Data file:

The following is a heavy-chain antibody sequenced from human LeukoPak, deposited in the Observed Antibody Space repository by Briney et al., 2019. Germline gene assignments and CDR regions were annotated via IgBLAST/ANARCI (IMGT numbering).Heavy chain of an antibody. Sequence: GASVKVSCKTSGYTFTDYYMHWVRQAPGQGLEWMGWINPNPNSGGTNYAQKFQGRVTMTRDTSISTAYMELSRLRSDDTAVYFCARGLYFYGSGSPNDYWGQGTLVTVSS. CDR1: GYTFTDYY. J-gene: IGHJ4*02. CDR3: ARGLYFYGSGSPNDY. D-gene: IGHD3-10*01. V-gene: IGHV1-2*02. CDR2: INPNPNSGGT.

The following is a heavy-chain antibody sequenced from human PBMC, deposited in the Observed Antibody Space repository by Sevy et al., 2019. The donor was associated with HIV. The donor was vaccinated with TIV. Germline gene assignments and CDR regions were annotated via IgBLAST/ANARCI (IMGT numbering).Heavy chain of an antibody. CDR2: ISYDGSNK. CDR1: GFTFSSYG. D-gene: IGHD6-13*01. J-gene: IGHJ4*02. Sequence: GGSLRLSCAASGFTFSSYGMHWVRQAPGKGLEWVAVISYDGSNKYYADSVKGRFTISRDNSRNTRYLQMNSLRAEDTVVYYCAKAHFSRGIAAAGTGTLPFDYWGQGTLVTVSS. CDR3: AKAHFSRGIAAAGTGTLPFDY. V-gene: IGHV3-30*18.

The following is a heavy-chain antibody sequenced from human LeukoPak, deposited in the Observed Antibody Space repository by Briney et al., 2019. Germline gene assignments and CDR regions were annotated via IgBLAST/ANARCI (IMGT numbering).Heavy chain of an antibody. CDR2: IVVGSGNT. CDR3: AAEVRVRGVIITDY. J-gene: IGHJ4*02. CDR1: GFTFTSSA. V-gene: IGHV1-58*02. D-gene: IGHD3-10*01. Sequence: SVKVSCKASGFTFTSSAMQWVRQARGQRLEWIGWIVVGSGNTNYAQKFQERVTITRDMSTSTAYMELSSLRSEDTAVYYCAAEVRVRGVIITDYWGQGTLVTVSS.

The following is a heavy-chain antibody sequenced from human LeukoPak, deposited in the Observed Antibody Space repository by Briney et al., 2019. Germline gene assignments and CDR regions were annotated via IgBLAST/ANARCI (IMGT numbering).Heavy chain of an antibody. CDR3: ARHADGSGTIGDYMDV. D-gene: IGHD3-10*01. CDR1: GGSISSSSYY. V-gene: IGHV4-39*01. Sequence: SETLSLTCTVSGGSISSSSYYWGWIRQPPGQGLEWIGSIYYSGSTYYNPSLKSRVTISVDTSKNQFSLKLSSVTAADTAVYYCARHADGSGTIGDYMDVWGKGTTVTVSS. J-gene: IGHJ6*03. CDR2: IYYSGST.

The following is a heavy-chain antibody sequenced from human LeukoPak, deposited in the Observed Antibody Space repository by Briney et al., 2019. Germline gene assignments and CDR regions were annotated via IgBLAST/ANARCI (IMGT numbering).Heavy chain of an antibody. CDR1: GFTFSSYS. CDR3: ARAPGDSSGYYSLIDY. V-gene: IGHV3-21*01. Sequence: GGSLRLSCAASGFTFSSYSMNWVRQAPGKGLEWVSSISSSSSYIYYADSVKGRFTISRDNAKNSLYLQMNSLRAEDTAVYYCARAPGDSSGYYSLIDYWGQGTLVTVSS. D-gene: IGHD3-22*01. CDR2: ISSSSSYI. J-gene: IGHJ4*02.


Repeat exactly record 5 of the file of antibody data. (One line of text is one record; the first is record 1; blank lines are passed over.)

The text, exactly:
The following is a heavy-chain antibody sequenced from human LeukoPak, deposited in the Observed Antibody Space repository by Briney et al., 2019. Germline gene assignments and CDR regions were annotated via IgBLAST/ANARCI (IMGT numbering).Heavy chain of an antibody. CDR1: GFTFSSYS. CDR3: ARAPGDSSGYYSLIDY. V-gene: IGHV3-21*01. Sequence: GGSLRLSCAASGFTFSSYSMNWVRQAPGKGLEWVSSISSSSSYIYYADSVKGRFTISRDNAKNSLYLQMNSLRAEDTAVYYCARAPGDSSGYYSLIDYWGQGTLVTVSS. D-gene: IGHD3-22*01. CDR2: ISSSSSYI. J-gene: IGHJ4*02.